A person holds a beer glass that is being filled from a wooden tap

Altstadt Brewery in Fredericksburg.

Vineyards line US 290 around Fredericksburg, but wine’s not the only thing on tap in the Texas Hill Country.

If you’d rather sip something made with hops and barley—or even apples and honey—you can stop by the oldest brewpub in Texas, sip a Kolsch in a cavernous German-style beer hall, or sample an apple-honey blend called “cyser” crafted by two former chefs.

Let’s start with the beer. You can’t miss Altstadt Brewery alongside US 290, about 6 miles southeast of downtown Fredericksburg. It looks like a German castle, and the beer garden and tasting room will have you clanking mugs like you were in Europe. Founders Billy Scripps and his son William wanted access to the type of beer they tasted overseas.

“Instead of shipping it, he made his own brewery and now we brew authentic German beer right here,” says head brewer Craig Rowan, who learned the craft at Abita Brewing Company in Louisiana. “One of the best compliments I get is when an actual native German says, ‘This tastes like home.’”

Altstadt began brewing in 2017, and the taproom opened in late 2018. Bottles and cans of lager, Kolsch, amber, hefeweizen, and light beer all roll off the production line; and five separate bars on the premises, including a basement speakeasy, pour from taps. There’s also a full-service restaurant.

A woman in a green shirt holds a wooden tray full of beers

Fredericksburg Brewing Company.

Fredericksburg Brewing Company, the oldest brewpub in Texas, began operations in 1994, just after the Texas Legislature gave its stamp of approval to beer making in the Lone Star State.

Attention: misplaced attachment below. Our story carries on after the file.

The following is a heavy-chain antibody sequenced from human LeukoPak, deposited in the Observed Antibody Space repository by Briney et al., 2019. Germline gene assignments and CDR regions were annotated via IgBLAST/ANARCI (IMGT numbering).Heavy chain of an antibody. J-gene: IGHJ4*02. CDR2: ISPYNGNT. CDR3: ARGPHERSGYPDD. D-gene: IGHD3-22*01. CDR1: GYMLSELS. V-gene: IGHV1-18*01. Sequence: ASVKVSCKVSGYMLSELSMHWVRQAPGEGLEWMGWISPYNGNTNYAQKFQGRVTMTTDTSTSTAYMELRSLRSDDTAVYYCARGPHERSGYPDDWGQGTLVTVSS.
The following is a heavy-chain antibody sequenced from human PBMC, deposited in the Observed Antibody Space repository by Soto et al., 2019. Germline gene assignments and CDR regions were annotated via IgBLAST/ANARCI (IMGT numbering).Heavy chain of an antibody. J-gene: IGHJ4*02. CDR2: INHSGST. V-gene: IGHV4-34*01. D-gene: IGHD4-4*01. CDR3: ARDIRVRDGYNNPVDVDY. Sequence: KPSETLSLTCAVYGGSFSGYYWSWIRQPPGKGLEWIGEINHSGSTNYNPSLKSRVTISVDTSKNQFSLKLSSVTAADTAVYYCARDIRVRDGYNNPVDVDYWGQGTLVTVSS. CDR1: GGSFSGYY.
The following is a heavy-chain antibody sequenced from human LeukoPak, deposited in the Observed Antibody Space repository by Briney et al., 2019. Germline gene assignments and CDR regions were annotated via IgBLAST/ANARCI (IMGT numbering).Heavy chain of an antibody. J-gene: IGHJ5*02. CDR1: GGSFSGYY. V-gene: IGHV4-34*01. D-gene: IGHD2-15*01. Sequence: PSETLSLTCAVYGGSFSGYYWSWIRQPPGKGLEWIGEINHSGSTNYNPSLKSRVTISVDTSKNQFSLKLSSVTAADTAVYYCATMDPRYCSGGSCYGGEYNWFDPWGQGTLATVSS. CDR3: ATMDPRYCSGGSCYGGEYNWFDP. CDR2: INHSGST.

Today it brews about two dozen different styles in a restored 1890s-era building on Main Street, with five to eight varieties on tap at any given time. Among the more popular? The Not So Dumb Blonde Ale, the Enchanted Rock Red Ale, and the Pioneer Porter. There’s food, too—German specialties like schnitzel and sausage, along with Texas standards like chicken-fried steak.

“Back in the early days, guys would come in and say, ‘The wife’s shopping, I’m going to drink beer,’” says head brewer Rick Green.

Two other breweries—Reck ’Em Right Brewing Company and Pecan Street Brewing—operate down the road in Johnson City, 30 miles east of Fredericksburg.

In Hye, between the two towns, the husband-wife team of Travis and Cherry Graham established Hye Cider Company in 2017. The two former chefs make “cyser,” an apple cider that’s fermented with honey and tastes like a cross between mead and cider. The result is something that’s dry and a little higher in alcohol content than most cider.

“We have a passion for all things fermented,” Cherry Graham says.

The cidery serves five flagship flavors—Hye Stylin’, which is dry, light and crisp like champagne; Hye Note, an apple forward version that’s the most cider-like in the lineup; Hye Bay, infused with bay leaves; Hye Hops, made with whole flower Willamette hops; and Hye Heaven, a sweet spin on the drink that’s made with Turkish figs, toasted peppercorns, and wildflower honey.

Visitors can sample them all in the tasting barn, where the grille of a 1960 Cadillac adorns the front of the bar and a chandelier made from a drum set hangs from the ceiling. There are also picnic tables on the shaded grounds. A food truck serves tacos and live musicians perform on an outdoor stage.

Blue Lotus Winery, also in Hye, makes mead too, through its Texas Mead Works and St. Michael’s Mead brands.

The bottom line? Wine gets most of the attention, but the beer, cider, and mead are worth the trip, too.

This story is part of our ongoing coverage of Fredericksburg’s 175th anniversary. Read more stories about the beloved Hill Country destination here.

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